In most organizations, middle managers do not get to deal much with senior management. But one thing is certain. The actions of an individual executive or a senior team gets magnified 1000-fold — particularly if they involve turf issues. Senior managers will often be seen as working independently instead of for the good of the total enterprise — especially if there has been a parade of constantly changing faces in the executive suite.
People become inspired and driven by visions that are clear, communicated and connected throughout the business. Vision gives the employees the confidence that the entire company is aligned and working together, rather than a series of independent silo’s competing with each other. And boy is there a lot of that!
Vision enables all associates to come to work everyday with heads held high, knowing how their day to day tasks contribute and make a difference. That’s helpful to your facilities people, who have the often thankless jobs of keeping your plants and offices livable, your programmers who live in the world of complicated computer code, and everyone else who draws a paycheck from your company.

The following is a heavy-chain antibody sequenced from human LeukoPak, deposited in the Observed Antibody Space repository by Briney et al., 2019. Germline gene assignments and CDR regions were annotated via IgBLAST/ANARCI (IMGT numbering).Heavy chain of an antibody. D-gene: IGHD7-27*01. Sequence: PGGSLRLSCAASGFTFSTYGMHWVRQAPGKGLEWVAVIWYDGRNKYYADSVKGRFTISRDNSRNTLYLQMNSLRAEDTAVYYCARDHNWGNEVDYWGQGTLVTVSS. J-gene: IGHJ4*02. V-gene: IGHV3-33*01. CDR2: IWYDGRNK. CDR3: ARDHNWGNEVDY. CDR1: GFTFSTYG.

Everyone’s work is pressure-packed these days and people want to be able to justify why they come to work. How much longer do you believe people will put up with the hours, the stress, fickle and demanding customers, and sometimes crazy bosses just so the company can make more money. Especially when there is an abundance of outside companies that offer a chance for more meaningful work along with the tough goals.